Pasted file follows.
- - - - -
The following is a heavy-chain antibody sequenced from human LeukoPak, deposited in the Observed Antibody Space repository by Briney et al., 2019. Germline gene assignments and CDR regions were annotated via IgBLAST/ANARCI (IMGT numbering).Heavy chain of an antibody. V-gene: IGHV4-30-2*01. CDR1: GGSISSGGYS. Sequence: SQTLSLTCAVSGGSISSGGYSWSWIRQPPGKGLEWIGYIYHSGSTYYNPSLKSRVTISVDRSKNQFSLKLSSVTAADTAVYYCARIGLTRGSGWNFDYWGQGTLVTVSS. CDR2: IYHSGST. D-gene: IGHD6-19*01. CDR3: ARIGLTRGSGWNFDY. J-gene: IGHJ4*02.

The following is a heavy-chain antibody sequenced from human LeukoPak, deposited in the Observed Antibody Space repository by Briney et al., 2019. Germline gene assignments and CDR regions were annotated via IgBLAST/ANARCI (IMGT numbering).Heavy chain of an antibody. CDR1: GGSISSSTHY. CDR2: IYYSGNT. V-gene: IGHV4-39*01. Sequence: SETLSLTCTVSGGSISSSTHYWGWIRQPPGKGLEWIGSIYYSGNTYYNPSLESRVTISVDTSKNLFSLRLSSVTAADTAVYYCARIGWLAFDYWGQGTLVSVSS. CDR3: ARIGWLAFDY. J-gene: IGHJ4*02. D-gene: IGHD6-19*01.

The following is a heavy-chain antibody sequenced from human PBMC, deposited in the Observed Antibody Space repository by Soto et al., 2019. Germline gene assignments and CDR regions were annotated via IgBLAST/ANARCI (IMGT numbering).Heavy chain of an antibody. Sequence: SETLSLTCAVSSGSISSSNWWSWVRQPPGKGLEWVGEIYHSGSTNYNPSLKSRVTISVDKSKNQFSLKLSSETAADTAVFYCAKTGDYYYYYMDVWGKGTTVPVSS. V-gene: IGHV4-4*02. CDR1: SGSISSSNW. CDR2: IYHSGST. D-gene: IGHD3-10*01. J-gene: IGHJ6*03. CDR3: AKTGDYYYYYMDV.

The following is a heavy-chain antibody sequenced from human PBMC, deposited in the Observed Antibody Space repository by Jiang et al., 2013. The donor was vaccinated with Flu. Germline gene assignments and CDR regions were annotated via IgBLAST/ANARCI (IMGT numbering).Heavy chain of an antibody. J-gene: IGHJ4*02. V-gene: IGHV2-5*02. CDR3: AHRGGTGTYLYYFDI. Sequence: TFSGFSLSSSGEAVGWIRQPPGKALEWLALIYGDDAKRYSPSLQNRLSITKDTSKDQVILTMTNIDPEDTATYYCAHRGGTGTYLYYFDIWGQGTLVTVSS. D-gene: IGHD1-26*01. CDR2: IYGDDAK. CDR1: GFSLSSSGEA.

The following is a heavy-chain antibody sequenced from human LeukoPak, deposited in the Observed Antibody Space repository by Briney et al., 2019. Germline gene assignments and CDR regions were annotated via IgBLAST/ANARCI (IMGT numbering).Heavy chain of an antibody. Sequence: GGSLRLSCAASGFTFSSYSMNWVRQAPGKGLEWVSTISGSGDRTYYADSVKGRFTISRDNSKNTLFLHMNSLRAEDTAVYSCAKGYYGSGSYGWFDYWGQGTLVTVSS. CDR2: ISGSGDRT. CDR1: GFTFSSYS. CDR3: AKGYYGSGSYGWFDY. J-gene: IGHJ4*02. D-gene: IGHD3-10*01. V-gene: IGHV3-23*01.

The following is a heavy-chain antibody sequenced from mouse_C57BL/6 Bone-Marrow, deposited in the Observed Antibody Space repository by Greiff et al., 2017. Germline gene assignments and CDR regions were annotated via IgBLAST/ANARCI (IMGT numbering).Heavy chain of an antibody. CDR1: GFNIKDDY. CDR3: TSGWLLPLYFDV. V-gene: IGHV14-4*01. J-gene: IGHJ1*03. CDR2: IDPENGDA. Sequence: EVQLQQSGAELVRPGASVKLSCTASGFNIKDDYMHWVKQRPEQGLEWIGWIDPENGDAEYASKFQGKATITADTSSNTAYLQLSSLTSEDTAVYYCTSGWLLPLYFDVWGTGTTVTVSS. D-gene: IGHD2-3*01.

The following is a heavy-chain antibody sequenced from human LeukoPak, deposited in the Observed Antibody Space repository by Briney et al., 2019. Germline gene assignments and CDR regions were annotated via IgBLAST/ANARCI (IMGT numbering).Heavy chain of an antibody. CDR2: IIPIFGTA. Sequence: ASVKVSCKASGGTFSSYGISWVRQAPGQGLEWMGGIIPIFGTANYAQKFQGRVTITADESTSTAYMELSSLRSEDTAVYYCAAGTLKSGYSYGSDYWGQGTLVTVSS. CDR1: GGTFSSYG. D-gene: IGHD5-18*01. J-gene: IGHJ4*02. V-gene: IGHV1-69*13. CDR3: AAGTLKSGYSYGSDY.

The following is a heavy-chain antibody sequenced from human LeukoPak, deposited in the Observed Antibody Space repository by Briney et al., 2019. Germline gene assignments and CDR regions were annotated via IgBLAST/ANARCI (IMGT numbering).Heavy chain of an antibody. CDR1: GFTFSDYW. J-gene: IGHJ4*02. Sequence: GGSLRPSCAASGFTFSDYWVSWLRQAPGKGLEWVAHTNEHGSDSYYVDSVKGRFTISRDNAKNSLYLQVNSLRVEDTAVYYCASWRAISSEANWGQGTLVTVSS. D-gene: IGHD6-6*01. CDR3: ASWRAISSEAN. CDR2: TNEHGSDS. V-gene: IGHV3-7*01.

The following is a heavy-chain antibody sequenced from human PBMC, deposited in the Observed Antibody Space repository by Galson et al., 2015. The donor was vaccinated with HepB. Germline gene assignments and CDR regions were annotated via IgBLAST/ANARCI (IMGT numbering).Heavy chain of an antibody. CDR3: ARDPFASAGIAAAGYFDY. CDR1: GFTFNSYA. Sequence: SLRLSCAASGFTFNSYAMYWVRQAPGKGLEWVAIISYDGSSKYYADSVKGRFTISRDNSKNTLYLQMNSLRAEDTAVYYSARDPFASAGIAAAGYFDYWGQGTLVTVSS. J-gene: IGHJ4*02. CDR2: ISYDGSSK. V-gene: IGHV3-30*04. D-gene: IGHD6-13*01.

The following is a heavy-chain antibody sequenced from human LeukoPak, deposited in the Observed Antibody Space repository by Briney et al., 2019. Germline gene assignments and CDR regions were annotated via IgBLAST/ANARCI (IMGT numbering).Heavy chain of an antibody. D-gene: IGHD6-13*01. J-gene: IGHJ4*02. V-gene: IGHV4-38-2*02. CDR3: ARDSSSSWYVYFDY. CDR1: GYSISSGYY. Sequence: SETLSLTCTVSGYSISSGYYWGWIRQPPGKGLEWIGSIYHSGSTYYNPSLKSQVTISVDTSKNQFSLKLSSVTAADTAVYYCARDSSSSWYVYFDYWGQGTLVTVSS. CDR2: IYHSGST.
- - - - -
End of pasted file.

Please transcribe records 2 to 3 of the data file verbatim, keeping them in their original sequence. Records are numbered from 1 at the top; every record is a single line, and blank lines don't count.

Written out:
The following is a heavy-chain antibody sequenced from human LeukoPak, deposited in the Observed Antibody Space repository by Briney et al., 2019. Germline gene assignments and CDR regions were annotated via IgBLAST/ANARCI (IMGT numbering).Heavy chain of an antibody. CDR1: GGSISSSTHY. CDR2: IYYSGNT. V-gene: IGHV4-39*01. Sequence: SETLSLTCTVSGGSISSSTHYWGWIRQPPGKGLEWIGSIYYSGNTYYNPSLESRVTISVDTSKNLFSLRLSSVTAADTAVYYCARIGWLAFDYWGQGTLVSVSS. CDR3: ARIGWLAFDY. J-gene: IGHJ4*02. D-gene: IGHD6-19*01.

The following is a heavy-chain antibody sequenced from human PBMC, deposited in the Observed Antibody Space repository by Soto et al., 2019. Germline gene assignments and CDR regions were annotated via IgBLAST/ANARCI (IMGT numbering).Heavy chain of an antibody. Sequence: SETLSLTCAVSSGSISSSNWWSWVRQPPGKGLEWVGEIYHSGSTNYNPSLKSRVTISVDKSKNQFSLKLSSETAADTAVFYCAKTGDYYYYYMDVWGKGTTVPVSS. V-gene: IGHV4-4*02. CDR1: SGSISSSNW. CDR2: IYHSGST. D-gene: IGHD3-10*01. J-gene: IGHJ6*03. CDR3: AKTGDYYYYYMDV.